Eve, the Strength and Power to Her Husband
March is the month of Eve, a month where Seele is looking at the first woman from 5 angles, over a period of 5 weeks. Though Eve made a costly mistake by listening to the serpent, she is still significant, fascinating and there’s a lot that we can learn from her and apply to our lives.
It’s interesting that God didn’t bring Eve into Adam’s life until he was lonely and ready or it. When a man is ready for commitment and to love a woman, that’s when he will appreciate her. Before he’s ready, it’s most likely pointless to hope that he will commit to you. Women must understand this and not chase men who aren’t ready for commitment. Let a man chase you, not the other way round.
So, that word “helper,” when translated from ancient Hebrew may be the wrong English translation. The word helper in Hebrew is “ezer kenegdo.” Some Bible translations say helper, some say help-mate, some say aid, and some say partner. But the word “ezer” in the Old Testament is used in the context of God’s relationship to man, and it may be that the English word “helper” is not quite accurate. When the word “ezer” is used in the Bible regarding our relationship with God “helper” is not the accurate English translation. It’s deeper.
Hebrew language experts have spent time studying ezer kenegdo, so I’ll spare you the technical details of the sounds of the Hebrew language and how those sounds affect the meaning of words. And I’ll just say this: after all of the linguistic examinations of ezer enegdo, it is believed to mean “strength” or “power”- not helper. So perhaps, this means the game has changed on the meaning of “helper” in Genesis 2:18. Eve and her daughters that marry are “strength” and “power” to and with their husbands. Married women can read Genesis 2:18 as, “I will make a power (or strength) suitable for him.”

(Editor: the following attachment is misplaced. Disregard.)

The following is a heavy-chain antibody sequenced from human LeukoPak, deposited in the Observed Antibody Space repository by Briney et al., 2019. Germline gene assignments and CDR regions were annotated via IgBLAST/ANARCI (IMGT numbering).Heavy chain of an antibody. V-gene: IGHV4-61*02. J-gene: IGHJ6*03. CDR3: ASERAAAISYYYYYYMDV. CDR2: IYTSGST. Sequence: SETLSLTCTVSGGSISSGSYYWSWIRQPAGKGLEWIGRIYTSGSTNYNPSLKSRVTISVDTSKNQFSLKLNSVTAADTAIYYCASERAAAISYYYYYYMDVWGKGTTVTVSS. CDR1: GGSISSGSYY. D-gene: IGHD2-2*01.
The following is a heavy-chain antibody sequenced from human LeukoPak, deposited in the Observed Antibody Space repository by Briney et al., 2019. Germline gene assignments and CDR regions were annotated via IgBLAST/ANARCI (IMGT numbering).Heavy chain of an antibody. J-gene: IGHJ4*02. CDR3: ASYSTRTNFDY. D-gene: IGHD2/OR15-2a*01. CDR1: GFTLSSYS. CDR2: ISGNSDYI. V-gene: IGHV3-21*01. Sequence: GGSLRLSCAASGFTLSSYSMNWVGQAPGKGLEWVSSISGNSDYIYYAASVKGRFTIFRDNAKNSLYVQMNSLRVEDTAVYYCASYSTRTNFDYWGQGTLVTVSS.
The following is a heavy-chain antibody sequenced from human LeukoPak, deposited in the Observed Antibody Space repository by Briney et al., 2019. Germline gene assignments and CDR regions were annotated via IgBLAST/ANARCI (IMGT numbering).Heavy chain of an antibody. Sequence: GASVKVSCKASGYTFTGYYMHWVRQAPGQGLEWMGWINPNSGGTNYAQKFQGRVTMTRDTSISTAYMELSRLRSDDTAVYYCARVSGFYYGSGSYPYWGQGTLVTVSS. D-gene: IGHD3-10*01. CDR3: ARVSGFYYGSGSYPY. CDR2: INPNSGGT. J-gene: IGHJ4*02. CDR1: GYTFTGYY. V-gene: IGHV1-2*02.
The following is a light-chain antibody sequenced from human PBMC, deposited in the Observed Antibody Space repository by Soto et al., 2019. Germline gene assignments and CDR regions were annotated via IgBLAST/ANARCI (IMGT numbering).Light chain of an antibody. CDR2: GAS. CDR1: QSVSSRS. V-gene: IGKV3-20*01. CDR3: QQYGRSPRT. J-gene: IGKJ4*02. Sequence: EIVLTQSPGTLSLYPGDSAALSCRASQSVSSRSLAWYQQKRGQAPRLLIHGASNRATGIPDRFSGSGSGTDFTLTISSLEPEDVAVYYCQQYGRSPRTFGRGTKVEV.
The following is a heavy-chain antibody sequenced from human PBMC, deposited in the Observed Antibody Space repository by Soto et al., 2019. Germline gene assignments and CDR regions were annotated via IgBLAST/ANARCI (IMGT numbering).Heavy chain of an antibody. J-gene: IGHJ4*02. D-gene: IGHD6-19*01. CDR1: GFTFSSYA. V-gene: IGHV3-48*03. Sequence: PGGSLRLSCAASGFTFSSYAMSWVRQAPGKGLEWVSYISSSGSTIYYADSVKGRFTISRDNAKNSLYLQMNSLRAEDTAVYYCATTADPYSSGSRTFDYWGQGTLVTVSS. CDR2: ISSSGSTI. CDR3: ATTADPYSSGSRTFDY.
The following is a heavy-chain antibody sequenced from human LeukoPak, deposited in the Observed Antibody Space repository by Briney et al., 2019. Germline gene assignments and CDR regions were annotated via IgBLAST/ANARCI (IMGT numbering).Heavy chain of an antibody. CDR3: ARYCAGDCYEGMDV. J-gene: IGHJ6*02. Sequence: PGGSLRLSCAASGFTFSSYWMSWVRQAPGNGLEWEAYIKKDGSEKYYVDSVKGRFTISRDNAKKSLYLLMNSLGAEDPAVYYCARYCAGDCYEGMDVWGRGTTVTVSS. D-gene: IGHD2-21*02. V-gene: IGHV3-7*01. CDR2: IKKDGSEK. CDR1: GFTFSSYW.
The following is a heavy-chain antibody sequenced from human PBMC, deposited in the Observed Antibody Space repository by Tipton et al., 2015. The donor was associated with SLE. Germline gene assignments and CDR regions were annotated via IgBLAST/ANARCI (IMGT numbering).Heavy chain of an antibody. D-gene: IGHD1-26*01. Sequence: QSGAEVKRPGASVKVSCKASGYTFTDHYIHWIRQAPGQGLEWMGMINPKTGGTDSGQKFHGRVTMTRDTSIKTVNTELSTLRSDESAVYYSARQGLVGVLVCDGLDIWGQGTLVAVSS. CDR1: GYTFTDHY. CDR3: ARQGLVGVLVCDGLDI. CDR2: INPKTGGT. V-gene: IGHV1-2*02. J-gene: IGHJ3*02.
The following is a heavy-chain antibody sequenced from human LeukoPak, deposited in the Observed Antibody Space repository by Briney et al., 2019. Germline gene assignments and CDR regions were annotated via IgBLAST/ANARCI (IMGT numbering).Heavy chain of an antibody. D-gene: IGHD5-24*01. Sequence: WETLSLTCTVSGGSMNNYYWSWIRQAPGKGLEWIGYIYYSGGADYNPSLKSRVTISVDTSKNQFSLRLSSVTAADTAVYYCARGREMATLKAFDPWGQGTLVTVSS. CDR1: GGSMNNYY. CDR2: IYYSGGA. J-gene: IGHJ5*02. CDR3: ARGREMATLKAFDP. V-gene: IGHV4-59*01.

The fall of man messed up a lot of things, including how God originally designed a women’s place to be. According to David Freedman in Archaeology Review, “Eve was made to be a power with her husband.” Why? According to Freedman, to “assuage Adam’s loneliness.” When a man feels lonely and is ready to settle down, he is then ready for a wife. His rib has entered onto the scene of his life and he is ready to his “power” and “strength” to walk with him through life.
When Adam saw Eve and composed poetic language to the beautiful woman beside him, he said, “this is now bone of my bones and flesh of my flesh; she shall be called “woman,” for she was taken out of man (Genesis 2:23). “Bone of my bones” references this strength/ power that Adam needed because of his loneliness. As Freedman has noted, “’bone of my bones’” is very close relative to “one of us” or in effect “our equal.”
I realize “power and strength” will disjoint some noses and offend various types of Christians. But we can’t argue with direct translations of words. If Eve was meant to be Adam’s “helper” or “helpmeet,” the way that most Bible translations have it, then her role sounds more like an assistant role, a helper- than “power and strength.” But perhaps if we dissect these words “ezer kenegdo,” which God invites us to do though logic and reason with the guidance of the Holy Spirit, we will get a clearer meaning of the word.
We can deduce that because Adam and Eve ushered sin into the world, that God’s plan for the sexes was changed. We saw last week that a consequence for Eve’s sin that passed to her daughters was that in addition to pain in childbirth that women would “desire their husbands and they will rule over us (Genesis 3:16). God’s original plan was that men and women would rule creation equally. So looking at all of this in the context of “power and strength,” women, like the first woman Eve are perhaps more than just helpers.